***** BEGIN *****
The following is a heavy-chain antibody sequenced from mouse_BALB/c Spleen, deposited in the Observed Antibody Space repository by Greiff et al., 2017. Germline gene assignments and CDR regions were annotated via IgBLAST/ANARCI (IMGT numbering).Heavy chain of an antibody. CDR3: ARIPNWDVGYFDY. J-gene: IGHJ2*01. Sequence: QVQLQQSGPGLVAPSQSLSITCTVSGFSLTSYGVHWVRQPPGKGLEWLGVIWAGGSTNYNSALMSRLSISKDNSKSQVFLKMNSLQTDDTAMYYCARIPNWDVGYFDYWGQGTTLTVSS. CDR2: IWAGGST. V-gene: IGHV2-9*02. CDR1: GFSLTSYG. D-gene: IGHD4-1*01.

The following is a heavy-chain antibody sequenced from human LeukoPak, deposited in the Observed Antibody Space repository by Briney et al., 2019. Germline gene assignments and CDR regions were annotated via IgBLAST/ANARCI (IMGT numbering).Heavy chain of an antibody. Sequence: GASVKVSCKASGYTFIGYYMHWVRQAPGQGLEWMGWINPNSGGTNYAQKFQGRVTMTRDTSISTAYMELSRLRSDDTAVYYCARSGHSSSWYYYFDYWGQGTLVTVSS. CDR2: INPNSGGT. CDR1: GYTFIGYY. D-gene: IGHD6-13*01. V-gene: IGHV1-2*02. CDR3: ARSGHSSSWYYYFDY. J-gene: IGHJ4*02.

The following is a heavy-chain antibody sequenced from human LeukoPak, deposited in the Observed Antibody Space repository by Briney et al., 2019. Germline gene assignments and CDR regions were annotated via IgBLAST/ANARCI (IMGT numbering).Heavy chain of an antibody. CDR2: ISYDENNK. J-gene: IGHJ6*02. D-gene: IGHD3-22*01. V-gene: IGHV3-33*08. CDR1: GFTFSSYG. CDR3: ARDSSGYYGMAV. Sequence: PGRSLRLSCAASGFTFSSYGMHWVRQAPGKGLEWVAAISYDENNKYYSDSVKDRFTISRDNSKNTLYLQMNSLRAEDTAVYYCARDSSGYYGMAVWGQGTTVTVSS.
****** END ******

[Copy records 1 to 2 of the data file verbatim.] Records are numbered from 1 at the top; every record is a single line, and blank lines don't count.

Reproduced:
The following is a heavy-chain antibody sequenced from mouse_BALB/c Spleen, deposited in the Observed Antibody Space repository by Greiff et al., 2017. Germline gene assignments and CDR regions were annotated via IgBLAST/ANARCI (IMGT numbering).Heavy chain of an antibody. CDR3: ARIPNWDVGYFDY. J-gene: IGHJ2*01. Sequence: QVQLQQSGPGLVAPSQSLSITCTVSGFSLTSYGVHWVRQPPGKGLEWLGVIWAGGSTNYNSALMSRLSISKDNSKSQVFLKMNSLQTDDTAMYYCARIPNWDVGYFDYWGQGTTLTVSS. CDR2: IWAGGST. V-gene: IGHV2-9*02. CDR1: GFSLTSYG. D-gene: IGHD4-1*01.

The following is a heavy-chain antibody sequenced from human LeukoPak, deposited in the Observed Antibody Space repository by Briney et al., 2019. Germline gene assignments and CDR regions were annotated via IgBLAST/ANARCI (IMGT numbering).Heavy chain of an antibody. Sequence: GASVKVSCKASGYTFIGYYMHWVRQAPGQGLEWMGWINPNSGGTNYAQKFQGRVTMTRDTSISTAYMELSRLRSDDTAVYYCARSGHSSSWYYYFDYWGQGTLVTVSS. CDR2: INPNSGGT. CDR1: GYTFIGYY. D-gene: IGHD6-13*01. V-gene: IGHV1-2*02. CDR3: ARSGHSSSWYYYFDY. J-gene: IGHJ4*02.